Secret History of Female Spies in the CIA

By Wesley Fenlon

Female agents often made better field operatives and better statisticians, but it took decades for them to see the same promotions as male agents.

Spies are trained to blend in with a crowd, disappear in a foreign country, pose as just another person on the street even as they surveil their surroundings. But sometimes they'd blow their cover, giving away their identities, by making the smallest mistake. They wore the wrong kinds of socks. Apparently male spies weren't very good at paying attention to shoes and socks, but female agents in the CIA were. That was just one observational skill that helped female CIA agents spot foreign agents that their male counterparts would often overlook.

Another skill, according to Mother Jones' Secret History of Women in the CIA, was spotting foreign agents who pretended to shop in stores while snooping around. Apparently, fake shopping sticks out like a sore thumb. The secret history comes from recent testimonials of four CIA veterans, who had to fight through a male-dominated culture to become field agents and obtain higher ranking positions.

Mother Jones writes: "An internal survey from 1953 dubbed 'The Petticoat Panel' shows that while women accounted for 40 percent of the agency's employees at the time—better than the overall US workforce then, which was 30 percent female—only one-fifth of those women were above the midlevel GS-7 on the government's salary grade, which went to GS-18. Meanwhile, 70 percent of men in the CIA were higher than G-7, and 10 percent topped GS-14, a grade no women had reached at the time."

Image credit: CIA Museum

Spotting out-of-place socks was hardly the only thing female CIA agents did better than male agents. They made up 60% of the Agency's statistical analysis department, and during World War II the government preferred women as codebreakers and mapmakers. Women were better at the jobs.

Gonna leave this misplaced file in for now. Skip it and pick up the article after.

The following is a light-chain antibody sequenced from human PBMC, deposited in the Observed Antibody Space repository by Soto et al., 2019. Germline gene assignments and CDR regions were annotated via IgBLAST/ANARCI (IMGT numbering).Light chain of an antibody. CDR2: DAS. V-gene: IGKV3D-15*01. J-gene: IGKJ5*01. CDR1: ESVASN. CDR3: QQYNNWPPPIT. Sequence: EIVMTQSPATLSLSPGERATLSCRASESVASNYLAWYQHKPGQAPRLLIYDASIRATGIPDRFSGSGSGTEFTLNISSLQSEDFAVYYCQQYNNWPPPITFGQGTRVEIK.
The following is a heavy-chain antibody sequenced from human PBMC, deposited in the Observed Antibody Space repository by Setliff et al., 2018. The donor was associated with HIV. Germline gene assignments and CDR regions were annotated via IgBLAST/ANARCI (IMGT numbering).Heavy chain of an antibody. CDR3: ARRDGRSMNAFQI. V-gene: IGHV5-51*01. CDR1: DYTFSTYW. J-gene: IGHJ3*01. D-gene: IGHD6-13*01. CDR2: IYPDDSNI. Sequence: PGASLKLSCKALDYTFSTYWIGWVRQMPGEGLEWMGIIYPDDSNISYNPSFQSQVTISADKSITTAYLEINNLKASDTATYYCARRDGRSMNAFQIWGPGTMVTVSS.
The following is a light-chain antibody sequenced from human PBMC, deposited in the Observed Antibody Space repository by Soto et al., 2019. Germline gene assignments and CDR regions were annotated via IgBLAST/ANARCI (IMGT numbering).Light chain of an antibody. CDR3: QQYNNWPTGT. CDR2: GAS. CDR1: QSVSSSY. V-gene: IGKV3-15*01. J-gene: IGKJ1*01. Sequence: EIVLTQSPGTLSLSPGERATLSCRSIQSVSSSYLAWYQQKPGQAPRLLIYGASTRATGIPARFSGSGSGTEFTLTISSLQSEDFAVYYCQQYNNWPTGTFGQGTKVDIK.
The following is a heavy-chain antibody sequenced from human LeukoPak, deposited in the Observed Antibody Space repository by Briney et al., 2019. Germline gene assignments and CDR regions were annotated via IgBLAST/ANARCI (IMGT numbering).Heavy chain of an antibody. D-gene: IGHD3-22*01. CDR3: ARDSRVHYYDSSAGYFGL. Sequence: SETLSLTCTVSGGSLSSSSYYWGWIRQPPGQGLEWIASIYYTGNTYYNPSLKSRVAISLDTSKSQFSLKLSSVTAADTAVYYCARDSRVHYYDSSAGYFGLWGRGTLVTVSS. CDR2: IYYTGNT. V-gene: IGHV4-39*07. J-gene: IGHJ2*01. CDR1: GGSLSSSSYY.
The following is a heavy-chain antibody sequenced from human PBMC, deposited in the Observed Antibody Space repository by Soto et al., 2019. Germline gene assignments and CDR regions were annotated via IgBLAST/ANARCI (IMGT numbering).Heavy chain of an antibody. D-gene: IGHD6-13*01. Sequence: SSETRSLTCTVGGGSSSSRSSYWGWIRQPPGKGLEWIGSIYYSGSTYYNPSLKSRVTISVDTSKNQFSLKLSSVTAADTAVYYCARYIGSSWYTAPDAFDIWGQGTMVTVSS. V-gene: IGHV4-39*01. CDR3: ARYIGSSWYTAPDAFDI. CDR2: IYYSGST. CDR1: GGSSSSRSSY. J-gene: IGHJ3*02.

In the 1960s and well into the 1970s, women were mostly relegated to lower level CIA jobs, even though some female field operatives had been highly successful during and after World War II. Virginia Hall, for example, was considered the most dangerous Allied spy by the Nazis--despite the fact that she had an artificial leg below one knee, which would seem like a deadly giveaway.

"Despite being some of the CIA's best agents and statisticians, female employees still have challenges to overcome."

Within the Agency, it was considered generally more important for men to be employed than women, and some supervisors claimed that women would leave the Agency at a moment's notice to spend more time with their family. A committee on gender issues helped things begin to change in the agency. Mother Jones writes: "The resultant memo suggested language to use when convincing male senior officials to promote women in the ranks: 'What kind of careers do you want for [your daughters]? Do you want to see their opportunities limited to the GS-07 or GS-08 level where the majority of women in the Agency remain today?' Alternatively, it suggested invoking the Equal Employment Opportunity Act of 1972: 'Women's lib is open to debate, the law of the land is not.'

The Agency is now 46 percent women, and the GS-13 to GS-15 pay grades are 44 percent women, more than 30 percent higher than it was in 1980. But things aren't equal: Only a fifth of the employees promoted to the senior level last year were women. Despite being some of the CIA's best agents and statisticians, female employees still have challenges to overcome. In 2012, "then-CIA director David Petraeus asked Madeleine Albright to head an advisory group aimed at upping the number of women in leadership roles," writes Mother Jones. "Albright's report recommends tamping down on harassment, pushing managers to help women subordinates climb the ranks, and promoting mentorship, among other findings."